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Don't shoot at jumbos fleeing floods
Published on: Thursday, January 11, 2007
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Kota Kinabalu: Oil palm smallholders in the Kinabatangan and Segama areas have been advised not to shoot at elephants encroaching into their land to seek shelter, following the destruction of their habitat by floods.Sabah's Honorary Wildlife Warden, Datuk Wilfred Lingham, said the smallholders should contact the nearest wildlife officers as they know best how to prevent the elephants from causing further damage to their crops.

"Normally the elephants would go to higher grounds to look for shelter when their habitats are damaged by natural disasters like floods, nowadays.

However, there are many small-scale oil palm plantations within the range of 15 to 20 acres on these higher grounds.

"Hence, what I fear is that the operators would take the law in their own hands and use bakakuks (homemade shotgun) to take pot shots at the elephants, which is not an appropriate method to chase them away.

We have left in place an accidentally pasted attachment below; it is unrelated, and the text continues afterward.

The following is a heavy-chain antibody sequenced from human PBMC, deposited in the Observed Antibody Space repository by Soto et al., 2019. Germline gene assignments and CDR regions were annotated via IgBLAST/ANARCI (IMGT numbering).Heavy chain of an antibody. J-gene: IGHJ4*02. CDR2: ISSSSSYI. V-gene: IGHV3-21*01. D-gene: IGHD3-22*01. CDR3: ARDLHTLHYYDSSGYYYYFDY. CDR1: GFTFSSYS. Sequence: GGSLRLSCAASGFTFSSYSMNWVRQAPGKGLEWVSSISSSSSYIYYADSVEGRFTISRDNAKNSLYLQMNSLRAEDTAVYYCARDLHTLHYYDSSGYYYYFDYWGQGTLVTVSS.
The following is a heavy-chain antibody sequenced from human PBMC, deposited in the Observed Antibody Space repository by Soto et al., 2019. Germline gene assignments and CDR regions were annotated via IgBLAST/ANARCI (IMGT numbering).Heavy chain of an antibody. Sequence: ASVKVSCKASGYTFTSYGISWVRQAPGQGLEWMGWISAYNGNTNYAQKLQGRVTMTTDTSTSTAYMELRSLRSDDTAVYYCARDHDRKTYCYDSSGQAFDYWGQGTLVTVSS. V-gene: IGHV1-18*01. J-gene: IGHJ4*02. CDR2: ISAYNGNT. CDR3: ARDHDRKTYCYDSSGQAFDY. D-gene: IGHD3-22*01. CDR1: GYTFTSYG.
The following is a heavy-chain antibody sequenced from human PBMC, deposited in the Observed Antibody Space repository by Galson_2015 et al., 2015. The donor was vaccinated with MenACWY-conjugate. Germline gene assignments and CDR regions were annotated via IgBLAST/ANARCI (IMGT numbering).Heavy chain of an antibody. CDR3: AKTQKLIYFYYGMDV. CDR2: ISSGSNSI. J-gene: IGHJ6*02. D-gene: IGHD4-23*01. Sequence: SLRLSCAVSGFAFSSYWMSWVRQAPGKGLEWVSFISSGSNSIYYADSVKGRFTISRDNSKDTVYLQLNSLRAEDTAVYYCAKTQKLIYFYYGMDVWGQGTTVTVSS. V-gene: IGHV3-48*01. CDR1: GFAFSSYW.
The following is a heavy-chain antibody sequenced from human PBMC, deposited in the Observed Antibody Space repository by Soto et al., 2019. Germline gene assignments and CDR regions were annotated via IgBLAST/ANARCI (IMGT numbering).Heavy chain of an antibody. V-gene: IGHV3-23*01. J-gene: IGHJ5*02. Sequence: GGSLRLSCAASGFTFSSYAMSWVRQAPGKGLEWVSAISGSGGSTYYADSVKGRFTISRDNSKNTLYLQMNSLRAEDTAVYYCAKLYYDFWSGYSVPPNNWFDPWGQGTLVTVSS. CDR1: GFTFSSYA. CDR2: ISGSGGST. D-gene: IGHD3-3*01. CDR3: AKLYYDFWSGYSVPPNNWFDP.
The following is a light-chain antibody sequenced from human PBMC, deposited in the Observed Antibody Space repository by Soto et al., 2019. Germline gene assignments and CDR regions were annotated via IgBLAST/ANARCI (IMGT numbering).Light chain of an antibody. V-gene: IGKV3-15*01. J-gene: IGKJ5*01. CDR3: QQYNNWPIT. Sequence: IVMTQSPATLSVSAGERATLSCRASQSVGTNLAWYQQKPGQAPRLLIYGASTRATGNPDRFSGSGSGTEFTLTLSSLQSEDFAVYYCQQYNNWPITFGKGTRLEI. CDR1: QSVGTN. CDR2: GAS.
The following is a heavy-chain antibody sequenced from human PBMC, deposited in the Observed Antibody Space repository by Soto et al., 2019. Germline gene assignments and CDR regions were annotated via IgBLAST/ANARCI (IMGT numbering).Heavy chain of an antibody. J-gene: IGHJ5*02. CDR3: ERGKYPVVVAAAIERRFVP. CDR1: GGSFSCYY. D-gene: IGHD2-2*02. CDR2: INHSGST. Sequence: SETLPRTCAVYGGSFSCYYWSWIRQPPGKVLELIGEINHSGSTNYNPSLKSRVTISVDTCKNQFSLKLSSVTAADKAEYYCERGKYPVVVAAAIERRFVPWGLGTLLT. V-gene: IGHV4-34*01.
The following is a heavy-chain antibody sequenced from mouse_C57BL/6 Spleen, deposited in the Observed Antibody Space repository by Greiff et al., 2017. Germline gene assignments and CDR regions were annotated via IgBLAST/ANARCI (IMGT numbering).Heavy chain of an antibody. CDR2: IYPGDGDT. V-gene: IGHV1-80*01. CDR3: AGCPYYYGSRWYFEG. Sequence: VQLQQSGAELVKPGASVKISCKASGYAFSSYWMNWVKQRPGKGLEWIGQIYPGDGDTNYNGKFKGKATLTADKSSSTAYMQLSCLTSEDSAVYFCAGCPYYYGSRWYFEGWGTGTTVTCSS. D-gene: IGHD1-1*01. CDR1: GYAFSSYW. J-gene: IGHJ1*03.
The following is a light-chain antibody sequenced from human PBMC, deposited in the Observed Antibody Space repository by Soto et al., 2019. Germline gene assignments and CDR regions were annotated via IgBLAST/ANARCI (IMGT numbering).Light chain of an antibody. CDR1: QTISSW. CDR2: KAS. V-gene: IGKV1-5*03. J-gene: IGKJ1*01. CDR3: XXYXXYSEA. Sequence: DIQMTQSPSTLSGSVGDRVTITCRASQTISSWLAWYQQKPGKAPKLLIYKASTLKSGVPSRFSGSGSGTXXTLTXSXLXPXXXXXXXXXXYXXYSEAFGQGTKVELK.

"This is what I have observed in those two areas - Kinabatangan and Segama," he said Wednesday.

He said normally the operators would not shoot to kill the animal but not many know their hurting the elephants would result in the slow death of these elephants.

He related that in one instance bakakuk shots had blinded some elephants, which led to their eventual death in a very cruel way.

"Using the bakakuks to frighten and chase away the elephants would also result in provoking them to become rogue elephants that will go after human beings.

"Obviously, we do not want any kind of untoward incidents happening to humans, including the smallholders. So it is advisable to get hold of wildlife officers to deal with the situation," he said.

Unlike the smallholders, Wilfred said, the huge oil palm plantations had a have high tolerance of elephant herds.

In addition, he said some of these plantations try to discourage elephants from encroaching into their land by, for instance, burning old tyres along their boundaries and installing electric fencing, among others.

Other wildlife rarely drown in floodwaters, he said, adding that some animals like pythons, small mammals and orang-utan can be seen clinging on trees as their temporary habitats while waiting for the floodwaters to recede.



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